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BC Wildfire Service expecting less wind over the next few days

Province says daily ignition numbers have subsided.
firefighters
Out-of-province firefighting personnel are once again helping B.C. this wildfire season.

UPDATE: 3:48 p.m.

Although temperatures are forecast to rise, the BC Wildfire Service says less wind is expected over the next few days, bringing some good news to crews fighting fires in B.C.’s unprecedented wildfire season.

In a news conference hosted Tuesday by the provincial government, Rob Schweitzer, director of fire centre operations for BC Wildfire Service, said a more stable weather pattern means large fires will continue to burn steadily, but potentially with less aggression.

“We won't have that impact of significant wind driven events with aggressive fire growth, so it will help us make progress on some of those suppression efforts,” Schweitzer said.

He said although a stable weather pattern will be helpful for fire crews, they also expect an increase in smoke to come along with the warm weather — with temperatures that could reach into the upper 30s.

“The wind is actually our biggest enemy. In this case, even though we do not welcome the hot temperatures and low humidity, it's the wind that we’re really concerned about,” Schweitzer said.

“Our intelligence right now is telling us that we shouldn't see a significant wind event for the next few days, but we will see those higher temperatures.”

Since April 1, Schweitzer said, the BC Wildfire Service has responded to 1,230 wildfires — about double the average number.

About 425,000 hectares have burned.

The 10-year average of fire starts for this time of the year is 642, with 105,000 hectares burned.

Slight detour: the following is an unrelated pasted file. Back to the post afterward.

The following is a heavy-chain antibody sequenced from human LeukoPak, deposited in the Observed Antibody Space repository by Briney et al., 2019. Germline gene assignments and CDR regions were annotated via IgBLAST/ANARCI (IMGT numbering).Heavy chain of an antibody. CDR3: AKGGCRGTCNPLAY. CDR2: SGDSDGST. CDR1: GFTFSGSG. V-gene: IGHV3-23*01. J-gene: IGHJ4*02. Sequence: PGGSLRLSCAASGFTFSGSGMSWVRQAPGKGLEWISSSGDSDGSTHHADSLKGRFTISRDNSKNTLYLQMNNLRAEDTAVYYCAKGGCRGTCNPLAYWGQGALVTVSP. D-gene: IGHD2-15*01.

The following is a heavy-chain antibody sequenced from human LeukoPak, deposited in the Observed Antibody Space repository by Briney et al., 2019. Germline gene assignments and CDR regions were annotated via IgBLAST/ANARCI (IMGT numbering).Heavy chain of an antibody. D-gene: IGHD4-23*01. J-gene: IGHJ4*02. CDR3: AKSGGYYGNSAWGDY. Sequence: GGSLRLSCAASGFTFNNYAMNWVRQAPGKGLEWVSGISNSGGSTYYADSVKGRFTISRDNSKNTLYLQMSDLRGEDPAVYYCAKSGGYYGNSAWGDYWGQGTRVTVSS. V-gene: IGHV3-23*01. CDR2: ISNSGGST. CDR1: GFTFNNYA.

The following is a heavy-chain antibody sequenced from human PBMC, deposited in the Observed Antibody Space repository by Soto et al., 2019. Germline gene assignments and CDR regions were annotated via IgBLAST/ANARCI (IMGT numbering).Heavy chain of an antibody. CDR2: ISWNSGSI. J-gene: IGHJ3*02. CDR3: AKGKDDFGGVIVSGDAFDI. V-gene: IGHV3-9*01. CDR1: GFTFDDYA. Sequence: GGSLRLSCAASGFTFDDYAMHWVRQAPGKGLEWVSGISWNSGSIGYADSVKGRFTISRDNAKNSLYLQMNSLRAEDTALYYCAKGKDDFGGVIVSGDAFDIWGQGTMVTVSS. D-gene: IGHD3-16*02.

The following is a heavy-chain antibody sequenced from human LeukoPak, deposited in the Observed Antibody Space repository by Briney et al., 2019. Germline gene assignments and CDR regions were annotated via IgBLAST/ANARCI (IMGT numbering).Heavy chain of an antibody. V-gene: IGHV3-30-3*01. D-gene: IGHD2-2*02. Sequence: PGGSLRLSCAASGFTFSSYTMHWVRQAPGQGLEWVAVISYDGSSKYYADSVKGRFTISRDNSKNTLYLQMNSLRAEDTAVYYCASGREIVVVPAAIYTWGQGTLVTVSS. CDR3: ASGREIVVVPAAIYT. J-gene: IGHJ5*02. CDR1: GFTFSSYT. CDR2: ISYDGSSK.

“We’re significantly ahead of the 10 year average,” Schweitzer said.

Schweitzer said they have seen daily ignition numbers subside, mostly due to a lack of lightning recently.

With the high number of fires, “resource management remains a top priority.”

“We will make sure that our crews and our partners are rested appropriately, as this will be a long season,” Schweitzer said.

“We'll continue to procure those domestic and international firefighting resources, and that will remain a focus.”

Schweitzer said there are 3,650 personnel fighting wildfires across B.C., including 1,100 contractors and 318 out-of-province crew members.

There are nearly 200 aircraft assigned to fires.

Padar Brach, Emergency Management BC’s executive director of regional operations, provided an update on evacuation orders and alerts in place throughout the province.

Brach said 61 evacuation orders have been issued, representing about 3,700 properties.

Approximately 18,000 properties across the province have been put on evacuation alert.

Over 5,000 evacuees have been registered in reception centres.

Brach said those hoping to assist evacuees are asked to make a monetary donation to organizations such as the Canadian Red Cross, United Way or Food Banks B.C.

“Cash is the most effective way to help those affected by wildfires,” Brach said, adding that people should avoid making donations of physical goods unless a community has asked for specific items.

Brach also urged travellers who may have booked holidays in areas impacted by an evacuation alert to rebook their trips.

“British Columbia is a very large and diverse province, and there are many areas that are not directly impacted by wildfires and open for business,” Brach said.


ORIGINAL: 2:13 p.m.

The number of wildfire starts through the fire season is significantly ahead of the 10-year average, according to the BC Wildfire Service.

In an information session hosted by the provincial government, Rob Schweitzer, director of fire centre operations, said the BC Wildfire Service has responded to 1,230 wildfires since April 1 — the start of the fire season.

The 10-year average of fire starts is 642.

Schweitzer said they have seen daily ignition numbers subside, mostly due to a lack of lightning recently.

Further updates from Emergency Management BC, RCMP and Dr. Bonnie Henry, provincial health officer, are expected.

This story will be updated as more information becomes available.